Images

With faster internet connection speeds there are more and more images on web sites. WordPress makes it easy to work with and align images in your articles and featured images are great to start your post off with a bang. Here are some good tips for working with images.

  • Use Large images. Especially your featured image as Facebook will grab this for the shared link.
  • Begin with the best quality image you can manage
  • Optimize images before you upload to WordPress
  • Reduce it to the appropriate size that you will use.
  • Be careful with image floats and alignment
  • Interesting images should get their own line
  • Make sure to rename your image file names
  • Try using captions to further explain the image. It’s another way for eyes to scan the page
  • Use images that are relevant, interesting, and appealing

1300 – Coding Together: A Dev Workflow

Peter Chester from Modern Tribe spoke about his journey from solo developer to working with a large team. There are benefits to working by yourself.

  • Control over the project
  • Low Overhead
  • Stay Competitive
  • Be Efficient

But with all these benefits come the mighty negatives. The stress, multitasking, many hat wearing and lonely times. Working with a team can lead to many more benefits that not only help you, but your customers.

One of the big things that Peter talked about was the development workflow. He shared his solo workflow, and how it evolved as more people began to work on the project.

At Modern Tribe they use the git-flow branching model. The above workflow begins by creating a new feature. It has many steps in quality control and testing before finally being merged into the project.

Another topic that Peter discussed was what he called Conscious Coding. In this he means we all need to code for not only ourselves, but for the coders and designers who will work with the code in the future. You need to use clearly named Classes, variables, function titles. These along with succinct documentation bring everything together.

1400 – Way of the Future

During Jon Trujilio’s opening talk about VVV he mentioned other projects were also using Vagrant for local development. Jason Cosper from WP Engine gave his talk on an exciting competetor to VVV, Mercury Vagrant (HGV). It was built by WP Engine to maximise your production environments to their hosting, but you can use HGV no matter where you end up hosting. And HGV is all about the future.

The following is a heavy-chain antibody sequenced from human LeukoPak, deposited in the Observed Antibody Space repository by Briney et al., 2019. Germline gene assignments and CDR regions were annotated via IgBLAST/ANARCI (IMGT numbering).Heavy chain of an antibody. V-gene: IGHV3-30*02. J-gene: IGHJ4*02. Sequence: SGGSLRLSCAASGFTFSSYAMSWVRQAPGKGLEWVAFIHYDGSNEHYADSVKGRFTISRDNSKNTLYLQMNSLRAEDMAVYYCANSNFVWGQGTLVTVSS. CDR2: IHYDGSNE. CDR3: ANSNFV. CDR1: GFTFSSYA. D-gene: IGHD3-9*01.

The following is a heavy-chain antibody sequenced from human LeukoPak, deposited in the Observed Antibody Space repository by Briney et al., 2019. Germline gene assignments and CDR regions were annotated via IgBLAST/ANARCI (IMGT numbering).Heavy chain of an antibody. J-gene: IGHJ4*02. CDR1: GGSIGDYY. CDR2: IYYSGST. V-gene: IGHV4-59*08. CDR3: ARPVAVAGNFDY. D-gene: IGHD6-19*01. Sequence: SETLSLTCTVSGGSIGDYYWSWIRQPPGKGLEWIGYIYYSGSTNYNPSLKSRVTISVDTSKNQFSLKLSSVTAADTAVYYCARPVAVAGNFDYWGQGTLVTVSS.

So many of todays sites run on old versions of PHP. HHVM from Facebook looked to be the future for WordPress, but then came PHP7. As Jason says, PHP7 is PHP on steroids, and he gave some impressive benchmarks.

Developers need to use these new tools to build sites for the future. VVV is great, and an industry standard. But it still ships with PHP 5.5. The beauty of HGV is the ability to not only test your site with PHP5.5, but also PHP7 and HHVM at the same time. You drop your files in one folder and then use subdomains to test the same site with different processors. There are even links in your WordPress Admin bar to switch between 5.5, 7, and HHVM.

Everthing about the future of coding relies on speed, and HGV is a great tool to test your site and prepare it for the future.

1530 – Ad Revenue 101

After several advanced course classes I switched back to the beginner room to hear Ben Ilfeld’s talk on WordPress Ad Revenue. I’ve never dealt with ads in a website so there was a lot to learn.

Ben began with a lot of information about the history of ad technology and the modern Ad Ecosystem. Ad Networks make it easy to aggregate media sites for advertising. New technologies changed the landscape with Real Time Bidding and Ad Exchanges. The Ad Networks transformed into these Exchanges where bidding and auctions were happening on a massive scale.

With the Ad Exchange you can sell space yourself with no need for a sales person. There is a lot of data and some sophisticated algorithms about each potential ad shown. Because of these large scales the prices are unbelievably low.

What are the other options?

You can choose to sell space yourself. Having a website with a good niche market would allow you to own the direct relationship with the advertisers. Another option is joining the global market and focus on growing your traffic.

You could also do both! But this is likely only for bigger sites.

How to get started